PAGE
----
Architectural Record | February 14, 2013
By Ronda Kaysen
An urban farm on the rooftop of a David Adjaye–designed affordable-housing project in Harlem will provide fresh produce and income for the building sometime after construction has been completed in December. An $80 million development in the historic New York City neighborhood, Sugar Hill Housing will offer 124 units of rental housing for low-income adults and families. Adjaye’s stepped-profile design, with a rose-embossed, textured precast-concrete facade, makes it the latest example in a trend to replace bland institutional architecture typical of affordable housing with creative and striking design.
The rooftop farm, along with plans for a farmers’ market in the entrance plaza, provides another example of affordable housing’s potential to improve quality of life for neighborhoods. Students at Columbia University are devising a business plan for the 3,500-square-foot farm. Broadway Housing, the nonprofit developer, hopes to model the farm after others like Brooklyn Grange, which operates 2½ acres of farmland on buildings in Queens and the Brooklyn Navy Yard.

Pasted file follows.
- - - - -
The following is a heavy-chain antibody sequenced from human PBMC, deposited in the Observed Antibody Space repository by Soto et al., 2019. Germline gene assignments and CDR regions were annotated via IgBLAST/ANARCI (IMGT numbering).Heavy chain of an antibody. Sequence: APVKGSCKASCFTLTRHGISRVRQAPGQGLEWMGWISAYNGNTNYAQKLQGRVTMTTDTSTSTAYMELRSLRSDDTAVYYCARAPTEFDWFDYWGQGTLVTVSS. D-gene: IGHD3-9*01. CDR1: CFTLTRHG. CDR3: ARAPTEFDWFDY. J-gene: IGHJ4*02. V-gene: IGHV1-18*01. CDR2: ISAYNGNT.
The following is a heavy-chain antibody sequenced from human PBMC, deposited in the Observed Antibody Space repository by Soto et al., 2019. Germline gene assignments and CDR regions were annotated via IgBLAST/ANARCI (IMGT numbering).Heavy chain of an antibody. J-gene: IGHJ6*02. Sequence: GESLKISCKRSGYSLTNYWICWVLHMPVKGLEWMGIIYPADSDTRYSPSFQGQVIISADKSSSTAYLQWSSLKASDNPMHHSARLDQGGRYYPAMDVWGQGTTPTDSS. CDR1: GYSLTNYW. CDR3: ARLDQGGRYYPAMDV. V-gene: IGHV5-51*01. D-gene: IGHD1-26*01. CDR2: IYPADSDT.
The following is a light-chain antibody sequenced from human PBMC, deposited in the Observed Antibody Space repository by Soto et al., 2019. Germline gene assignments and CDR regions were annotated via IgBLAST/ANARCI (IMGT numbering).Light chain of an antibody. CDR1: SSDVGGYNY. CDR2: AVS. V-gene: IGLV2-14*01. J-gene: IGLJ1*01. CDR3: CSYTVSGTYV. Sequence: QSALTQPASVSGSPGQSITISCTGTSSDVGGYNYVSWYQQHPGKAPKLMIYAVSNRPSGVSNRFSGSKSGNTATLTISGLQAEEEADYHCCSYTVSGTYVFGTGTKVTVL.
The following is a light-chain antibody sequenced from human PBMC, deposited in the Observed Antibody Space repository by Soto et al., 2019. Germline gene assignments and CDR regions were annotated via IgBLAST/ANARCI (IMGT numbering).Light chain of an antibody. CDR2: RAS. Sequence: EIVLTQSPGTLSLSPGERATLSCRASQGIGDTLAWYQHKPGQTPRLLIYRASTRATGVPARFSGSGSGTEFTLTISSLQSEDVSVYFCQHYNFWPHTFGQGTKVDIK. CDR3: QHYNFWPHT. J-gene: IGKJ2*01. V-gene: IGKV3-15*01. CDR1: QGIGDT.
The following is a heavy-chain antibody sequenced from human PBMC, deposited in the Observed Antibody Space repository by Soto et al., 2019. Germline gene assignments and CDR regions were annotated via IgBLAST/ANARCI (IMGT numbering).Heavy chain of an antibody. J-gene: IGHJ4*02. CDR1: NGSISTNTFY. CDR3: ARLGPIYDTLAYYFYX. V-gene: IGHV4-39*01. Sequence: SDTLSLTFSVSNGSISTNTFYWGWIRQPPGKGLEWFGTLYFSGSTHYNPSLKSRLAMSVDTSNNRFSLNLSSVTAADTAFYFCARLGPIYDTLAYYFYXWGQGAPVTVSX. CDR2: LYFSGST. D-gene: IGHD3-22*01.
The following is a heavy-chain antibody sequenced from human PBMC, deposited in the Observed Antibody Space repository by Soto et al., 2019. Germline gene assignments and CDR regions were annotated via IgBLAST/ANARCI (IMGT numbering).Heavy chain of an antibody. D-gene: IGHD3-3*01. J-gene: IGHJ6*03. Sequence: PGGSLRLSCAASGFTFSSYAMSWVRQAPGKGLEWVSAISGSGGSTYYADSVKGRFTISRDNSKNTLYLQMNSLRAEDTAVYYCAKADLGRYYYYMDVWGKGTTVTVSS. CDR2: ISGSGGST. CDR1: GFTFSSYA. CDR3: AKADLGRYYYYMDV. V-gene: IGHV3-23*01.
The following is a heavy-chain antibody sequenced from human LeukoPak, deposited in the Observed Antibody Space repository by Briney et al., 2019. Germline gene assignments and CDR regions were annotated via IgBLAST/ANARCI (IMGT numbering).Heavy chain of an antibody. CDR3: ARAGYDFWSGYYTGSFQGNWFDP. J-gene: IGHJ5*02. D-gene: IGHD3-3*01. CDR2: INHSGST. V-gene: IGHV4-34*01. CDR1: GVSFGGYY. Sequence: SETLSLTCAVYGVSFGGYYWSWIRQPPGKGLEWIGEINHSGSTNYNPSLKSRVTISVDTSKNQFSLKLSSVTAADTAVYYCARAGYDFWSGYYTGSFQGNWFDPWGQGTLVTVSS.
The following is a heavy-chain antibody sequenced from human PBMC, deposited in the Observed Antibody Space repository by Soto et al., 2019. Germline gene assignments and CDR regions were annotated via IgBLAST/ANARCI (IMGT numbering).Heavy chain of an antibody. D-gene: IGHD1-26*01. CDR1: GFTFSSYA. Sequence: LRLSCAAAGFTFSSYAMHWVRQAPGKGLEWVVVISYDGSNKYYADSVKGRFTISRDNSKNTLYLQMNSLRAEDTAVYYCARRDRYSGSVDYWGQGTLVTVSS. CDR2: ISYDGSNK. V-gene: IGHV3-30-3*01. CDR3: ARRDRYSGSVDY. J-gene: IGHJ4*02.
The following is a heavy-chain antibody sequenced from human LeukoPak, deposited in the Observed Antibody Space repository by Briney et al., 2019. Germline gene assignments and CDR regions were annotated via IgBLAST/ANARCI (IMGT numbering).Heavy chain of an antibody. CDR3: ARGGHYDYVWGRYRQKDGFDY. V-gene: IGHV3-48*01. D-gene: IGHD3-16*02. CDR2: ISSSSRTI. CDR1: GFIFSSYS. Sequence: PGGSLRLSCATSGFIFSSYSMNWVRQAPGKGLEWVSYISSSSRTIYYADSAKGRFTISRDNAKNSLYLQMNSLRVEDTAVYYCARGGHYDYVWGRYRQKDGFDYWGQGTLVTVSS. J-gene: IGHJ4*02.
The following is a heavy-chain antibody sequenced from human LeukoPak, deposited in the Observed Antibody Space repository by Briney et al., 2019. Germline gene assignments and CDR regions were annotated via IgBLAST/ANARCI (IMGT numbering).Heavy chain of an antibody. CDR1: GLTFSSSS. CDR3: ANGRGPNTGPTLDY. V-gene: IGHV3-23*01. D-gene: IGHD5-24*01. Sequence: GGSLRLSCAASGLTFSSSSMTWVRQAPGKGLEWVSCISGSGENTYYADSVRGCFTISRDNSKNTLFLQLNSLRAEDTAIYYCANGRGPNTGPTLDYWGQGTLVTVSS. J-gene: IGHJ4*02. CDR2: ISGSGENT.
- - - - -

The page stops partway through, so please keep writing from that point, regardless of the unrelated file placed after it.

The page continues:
“There’s been a lot of attention given to luxury and middle-income housing, but there hasn’t been a discussion about affordable housing in New York,” says Adjaye. “It was a subject that architects needed to rethink now, so that we can contribute in a meaningful way.”
Innovative affordable housing is on the rise in New York City, starting with Via Verde, a complex designed by Dattner Architects and Grimshaw Architects that opened in the Bronx last year. In January, the city tapped nARCHITECTS for a prefabricated tower of micro-unit apartments in Manhattan, 40 percent of which will be for low- and middle-income residents.
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